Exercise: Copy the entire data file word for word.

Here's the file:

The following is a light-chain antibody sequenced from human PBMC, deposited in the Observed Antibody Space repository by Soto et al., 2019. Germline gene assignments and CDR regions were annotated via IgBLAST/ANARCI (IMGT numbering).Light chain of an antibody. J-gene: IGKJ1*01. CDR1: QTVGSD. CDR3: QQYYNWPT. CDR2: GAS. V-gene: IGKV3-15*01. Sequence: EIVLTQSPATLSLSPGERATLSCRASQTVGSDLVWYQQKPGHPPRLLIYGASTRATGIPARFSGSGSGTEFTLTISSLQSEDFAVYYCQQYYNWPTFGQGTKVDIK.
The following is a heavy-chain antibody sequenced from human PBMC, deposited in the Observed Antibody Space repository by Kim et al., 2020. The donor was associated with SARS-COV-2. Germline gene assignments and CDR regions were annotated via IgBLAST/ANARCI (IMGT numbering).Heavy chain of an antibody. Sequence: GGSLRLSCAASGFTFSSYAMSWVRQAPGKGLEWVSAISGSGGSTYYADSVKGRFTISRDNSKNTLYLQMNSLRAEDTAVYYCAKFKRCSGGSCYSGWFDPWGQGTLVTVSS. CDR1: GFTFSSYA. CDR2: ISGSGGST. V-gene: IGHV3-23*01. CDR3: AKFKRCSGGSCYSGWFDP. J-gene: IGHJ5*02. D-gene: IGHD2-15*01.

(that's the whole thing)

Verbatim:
The following is a light-chain antibody sequenced from human PBMC, deposited in the Observed Antibody Space repository by Soto et al., 2019. Germline gene assignments and CDR regions were annotated via IgBLAST/ANARCI (IMGT numbering).Light chain of an antibody. J-gene: IGKJ1*01. CDR1: QTVGSD. CDR3: QQYYNWPT. CDR2: GAS. V-gene: IGKV3-15*01. Sequence: EIVLTQSPATLSLSPGERATLSCRASQTVGSDLVWYQQKPGHPPRLLIYGASTRATGIPARFSGSGSGTEFTLTISSLQSEDFAVYYCQQYYNWPTFGQGTKVDIK.
The following is a heavy-chain antibody sequenced from human PBMC, deposited in the Observed Antibody Space repository by Kim et al., 2020. The donor was associated with SARS-COV-2. Germline gene assignments and CDR regions were annotated via IgBLAST/ANARCI (IMGT numbering).Heavy chain of an antibody. Sequence: GGSLRLSCAASGFTFSSYAMSWVRQAPGKGLEWVSAISGSGGSTYYADSVKGRFTISRDNSKNTLYLQMNSLRAEDTAVYYCAKFKRCSGGSCYSGWFDPWGQGTLVTVSS. CDR1: GFTFSSYA. CDR2: ISGSGGST. V-gene: IGHV3-23*01. CDR3: AKFKRCSGGSCYSGWFDP. J-gene: IGHJ5*02. D-gene: IGHD2-15*01.